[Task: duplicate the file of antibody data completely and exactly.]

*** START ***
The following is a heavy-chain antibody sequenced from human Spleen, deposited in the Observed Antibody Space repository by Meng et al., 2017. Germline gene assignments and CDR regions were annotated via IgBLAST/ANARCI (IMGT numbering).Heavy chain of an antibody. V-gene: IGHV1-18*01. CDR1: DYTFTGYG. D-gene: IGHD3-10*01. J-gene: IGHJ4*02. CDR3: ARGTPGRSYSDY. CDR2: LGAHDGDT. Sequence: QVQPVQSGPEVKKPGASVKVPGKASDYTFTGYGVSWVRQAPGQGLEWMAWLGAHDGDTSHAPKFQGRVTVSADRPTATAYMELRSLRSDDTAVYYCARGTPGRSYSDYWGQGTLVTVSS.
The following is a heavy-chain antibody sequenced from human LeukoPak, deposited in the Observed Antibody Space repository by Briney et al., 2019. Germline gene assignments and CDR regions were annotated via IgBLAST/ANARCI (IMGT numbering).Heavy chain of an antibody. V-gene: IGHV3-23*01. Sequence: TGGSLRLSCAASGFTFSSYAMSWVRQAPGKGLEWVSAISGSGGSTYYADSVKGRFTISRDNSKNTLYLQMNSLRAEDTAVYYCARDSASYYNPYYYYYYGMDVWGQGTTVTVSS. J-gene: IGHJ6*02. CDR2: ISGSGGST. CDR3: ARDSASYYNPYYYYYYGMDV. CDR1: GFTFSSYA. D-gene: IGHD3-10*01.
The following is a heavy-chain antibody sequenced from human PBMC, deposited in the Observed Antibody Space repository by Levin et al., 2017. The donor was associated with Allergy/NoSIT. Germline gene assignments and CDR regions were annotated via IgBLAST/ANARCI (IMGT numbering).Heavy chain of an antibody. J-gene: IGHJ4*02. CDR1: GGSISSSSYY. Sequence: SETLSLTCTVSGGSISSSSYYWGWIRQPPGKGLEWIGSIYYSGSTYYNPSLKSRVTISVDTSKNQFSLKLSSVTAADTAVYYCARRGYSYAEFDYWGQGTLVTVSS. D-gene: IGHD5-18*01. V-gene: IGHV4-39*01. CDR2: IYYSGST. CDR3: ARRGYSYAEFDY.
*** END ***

The following is a heavy-chain antibody sequenced from human Spleen, deposited in the Observed Antibody Space repository by Meng et al., 2017. Germline gene assignments and CDR regions were annotated via IgBLAST/ANARCI (IMGT numbering).Heavy chain of an antibody. V-gene: IGHV1-18*01. CDR1: DYTFTGYG. D-gene: IGHD3-10*01. J-gene: IGHJ4*02. CDR3: ARGTPGRSYSDY. CDR2: LGAHDGDT. Sequence: QVQPVQSGPEVKKPGASVKVPGKASDYTFTGYGVSWVRQAPGQGLEWMAWLGAHDGDTSHAPKFQGRVTVSADRPTATAYMELRSLRSDDTAVYYCARGTPGRSYSDYWGQGTLVTVSS.
The following is a heavy-chain antibody sequenced from human LeukoPak, deposited in the Observed Antibody Space repository by Briney et al., 2019. Germline gene assignments and CDR regions were annotated via IgBLAST/ANARCI (IMGT numbering).Heavy chain of an antibody. V-gene: IGHV3-23*01. Sequence: TGGSLRLSCAASGFTFSSYAMSWVRQAPGKGLEWVSAISGSGGSTYYADSVKGRFTISRDNSKNTLYLQMNSLRAEDTAVYYCARDSASYYNPYYYYYYGMDVWGQGTTVTVSS. J-gene: IGHJ6*02. CDR2: ISGSGGST. CDR3: ARDSASYYNPYYYYYYGMDV. CDR1: GFTFSSYA. D-gene: IGHD3-10*01.
The following is a heavy-chain antibody sequenced from human PBMC, deposited in the Observed Antibody Space repository by Levin et al., 2017. The donor was associated with Allergy/NoSIT. Germline gene assignments and CDR regions were annotated via IgBLAST/ANARCI (IMGT numbering).Heavy chain of an antibody. J-gene: IGHJ4*02. CDR1: GGSISSSSYY. Sequence: SETLSLTCTVSGGSISSSSYYWGWIRQPPGKGLEWIGSIYYSGSTYYNPSLKSRVTISVDTSKNQFSLKLSSVTAADTAVYYCARRGYSYAEFDYWGQGTLVTVSS. D-gene: IGHD5-18*01. V-gene: IGHV4-39*01. CDR2: IYYSGST. CDR3: ARRGYSYAEFDY.